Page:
HIPAA Training Requirements 2021
2020 was an eye-opening year for many healthcare providers. COVID caused changes to how doctors provided care for individuals. A key part proved to be Value-Based Care. COVID made major changes to healthcare. This included raising rates of telehealth visits. Care coordination became important for a growing number of patients. Patients with COVID expected doctors to have a complete picture of their health. All these parts helped to shape the new HIPAA rules for 2021. 2020 ended with new HIPAA rules open for comment. There are new HIPAA training requirements coming soon.
2020 CARES Act
The Opioid Emergency showed the need for care coordination. The Coronavirus Pandemic only strengthened the pressure. Currently, healthcare agents must get specific written permission from a patient to disclose their Substance Use Disorder (SUD) or mental health disorder. This proved harmful during the Opioid crisis. HIPAA law prevents sharing mental health or SUD information for care coordination or case management purposes. This will change. Healthcare agents will be able to receive information once the patient signs a single revokable consent. Value-Based Care will continue to get easier. The concept of Value-Based care is an important component of the Affordable Care Act. Value-Based care stresses wellness and primary care by offering financial incentives. There are some frustrations with the new HIPAA rules. Most of the rules aim to ease rules that stand in the way of care coordination. They also add to worries about access leading to leaking PHI. Comparing the dichotomy between ease of access with Personal Health Information security will be challenging for healthcare entities in the coming year.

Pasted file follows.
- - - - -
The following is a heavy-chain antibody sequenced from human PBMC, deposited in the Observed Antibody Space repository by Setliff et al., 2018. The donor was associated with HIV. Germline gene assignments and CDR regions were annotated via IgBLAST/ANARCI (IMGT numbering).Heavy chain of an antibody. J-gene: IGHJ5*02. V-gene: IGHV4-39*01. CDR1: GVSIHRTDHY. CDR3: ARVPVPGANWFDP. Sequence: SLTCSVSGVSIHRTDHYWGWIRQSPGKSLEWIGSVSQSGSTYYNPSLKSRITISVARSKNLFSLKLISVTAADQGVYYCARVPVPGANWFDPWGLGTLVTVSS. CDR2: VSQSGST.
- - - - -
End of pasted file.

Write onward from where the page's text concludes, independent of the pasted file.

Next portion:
Rule Changes Proposed for HIPAA Training Requirements
The OCR closed comments on the new suggested rules in May 2021. The new HIPAA rules will create easier access for individuals who are attempting to get their own records. Streamlining increases personal access, reduces turnaround times and regulates API access between EMRs. The new rules prohibit unreasonable access requirements. One example of this requires a patient to be in the facility to access their records. OCR is also encouraging providers to disclose information about life or death situations. Families and caregivers will now have an easier time supporting your patient during a crisis. Another rule highlights care coordination between many health care providers. This allows providers to track medicines from other providers, among other things. This is a key need demanded by the Opioid Emergency.
From Individual Protections to Coordination of Care